Saturday, July 13, 2024
NewsOmbudsman summons City Admin over persistent housing auction disputes

Ombudsman summons City Admin over persistent housing auction disputes

Close to 3,500 units up for sale in latest round

The Ethiopian Institution of the Ombudsman has asked officials at the Addis Ababa City Administration Housing Corporation to respond to public outcries over controversial housing auctions it organized recently.

Two weeks ago, the Corporation and the Administration’s Design and Construction Bureau floated an auction for the sale of 3,146 condominium housing units and 306 retail shops. The units were constructed under the 20/80 housing scheme.

The auction notice referred to unspecified “financial constraints” that the Corporation says are forcing it to sell units for capital needed to build more low-income units under the housing scheme.

However, the planned auction drew vehement opposition from 959 people registered for the 20/80 scheme since 2005. They argued the units up for auction rightfully belong to them as they have been saving for the housing for close to two decades, and filed grievances with the Ombudsman on the day the auction was publicized.

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The following week, the Corporation announced a two-week extension, pushing the auction to March 12. It said the postponement was to allow the residents of Addis Ababa to be part of the sale.

The Ombudsman replied this week with a letter instructing Corporation and city officials to provide a fitting and evidence-based response to public discontent over the planned auction, setting a seven-day deadline.

The letter signed by Endale Haile (PhD), head of the Institution, demands the Corporation provide it with legal evidence to prove it has the right to auction and transfer government housing units. The Ombudsman has requested a full explanation as to why the Corporation has chosen not to prioritize people that have been saving for the housing scheme for close to two decades.

Endale would like to see a justification for the decision to announce the auction without due process on lot and placement and without any acknowledgment of what the fate of the frustrated savers will be.

The Ombudsman has also inquired why the Corporation does not consider low and middle-income residents of Addis Ababa when setting prices for housing units and payment structures.

Sources that have seen the auction documents told The Reporter that starting bid prices range from 50,784 birr to close to 65,400 birr per square meter. The price range is similar to property values of 55,000 to 90,000 birr in Addis Ababa, casting serious doubt on the affordability and inclusivity of the low-cost housing scheme.

The Reporter’s attempts to reach Shimeles Tamirat, head of the Corporation, did not garner a response.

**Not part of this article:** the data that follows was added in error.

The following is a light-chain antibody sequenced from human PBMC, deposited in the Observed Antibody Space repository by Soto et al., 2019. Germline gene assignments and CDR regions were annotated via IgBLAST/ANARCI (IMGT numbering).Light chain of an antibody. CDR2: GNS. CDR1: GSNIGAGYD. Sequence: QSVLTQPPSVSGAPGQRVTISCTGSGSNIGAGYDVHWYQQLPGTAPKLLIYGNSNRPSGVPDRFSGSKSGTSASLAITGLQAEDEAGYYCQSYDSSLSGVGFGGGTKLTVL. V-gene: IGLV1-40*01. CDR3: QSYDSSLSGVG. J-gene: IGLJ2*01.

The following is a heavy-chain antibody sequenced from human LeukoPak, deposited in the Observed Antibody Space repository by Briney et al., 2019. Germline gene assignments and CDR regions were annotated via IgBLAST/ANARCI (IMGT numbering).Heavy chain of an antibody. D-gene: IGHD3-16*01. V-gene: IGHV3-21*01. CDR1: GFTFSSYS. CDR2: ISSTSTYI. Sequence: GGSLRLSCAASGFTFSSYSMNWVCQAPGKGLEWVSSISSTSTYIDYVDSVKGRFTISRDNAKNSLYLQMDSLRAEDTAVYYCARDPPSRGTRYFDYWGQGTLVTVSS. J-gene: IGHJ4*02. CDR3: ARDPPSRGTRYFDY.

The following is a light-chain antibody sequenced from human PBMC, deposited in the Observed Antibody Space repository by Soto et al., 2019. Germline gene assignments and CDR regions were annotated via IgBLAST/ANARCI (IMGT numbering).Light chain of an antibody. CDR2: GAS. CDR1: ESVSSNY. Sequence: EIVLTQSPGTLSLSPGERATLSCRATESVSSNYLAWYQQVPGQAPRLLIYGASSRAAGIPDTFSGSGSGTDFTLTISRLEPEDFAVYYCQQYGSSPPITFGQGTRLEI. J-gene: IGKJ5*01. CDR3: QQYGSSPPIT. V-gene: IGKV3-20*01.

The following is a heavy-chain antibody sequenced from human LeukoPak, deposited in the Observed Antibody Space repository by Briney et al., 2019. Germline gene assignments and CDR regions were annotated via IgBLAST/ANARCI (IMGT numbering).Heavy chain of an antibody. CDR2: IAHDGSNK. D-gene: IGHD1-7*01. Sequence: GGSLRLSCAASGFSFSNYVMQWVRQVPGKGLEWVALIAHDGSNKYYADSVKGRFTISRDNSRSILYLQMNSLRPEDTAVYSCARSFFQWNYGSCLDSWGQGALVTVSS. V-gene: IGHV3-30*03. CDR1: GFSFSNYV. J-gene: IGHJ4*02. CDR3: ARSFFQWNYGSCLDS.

It is not the first time the Corporation has been under the Ombudsman’s spotlight in relation to complaints from 20/80 scheme participants.

The 959 people organized and represented by close to two dozen committee members had also aired their grievances following the announcement of lots and placements for the 14th round of housing auctions in February 2023.

The committee had filed a letter with the Addis Ababa Mayor’s Office, venting their frustrations at the unending wait for housing. The letter included the complainants’ information, including names and bank account details, as well as the total amount they had saved up for the housing scheme – close to 145 million birr.

The letter details the problems complainants say they have been facing as a result of not owning their own houses, and requests the City Administration to make a final decision on their fate.

It also mentions an offer from city authorities to provide land plots that the petitioners could develop through unions. However, the committee says it lacks the financial capacity to take up the alternative offer.

This letter was also submitted to the city Housing Development Administration Bureau, the Ministry of Urban and Infrastructure Development, Prosperity Party Head Office, Federal Ethics and Anti-Corruption Commission, and the Ombudsman.

Only the Ombudsman acquiesced to discussions with the committee.

Following the discussions, the Ombudsman relayed the findings of an inquiry to the committee at the end of May last year. The findings included a response from the Corporation, which maintains the city had transferred 18,630 one and two-bedroom units in 2012 to savers registered in 2005.  

The Corporation denied it had aired any claims that the 14th round of housing unit transfers would involve the remaining savers from 2005, and maintains that it had prioritized these savers during the round.

The Ombudsman then announced it would continue investigations if the second round of savers from 2012 were given priority over savers who registered in 2005.

It was against this backdrop that the Corporation announced the latest round of auctions, prompting the Ombudsman to request further explanation.

The Corporation is expected to respond in the coming week.

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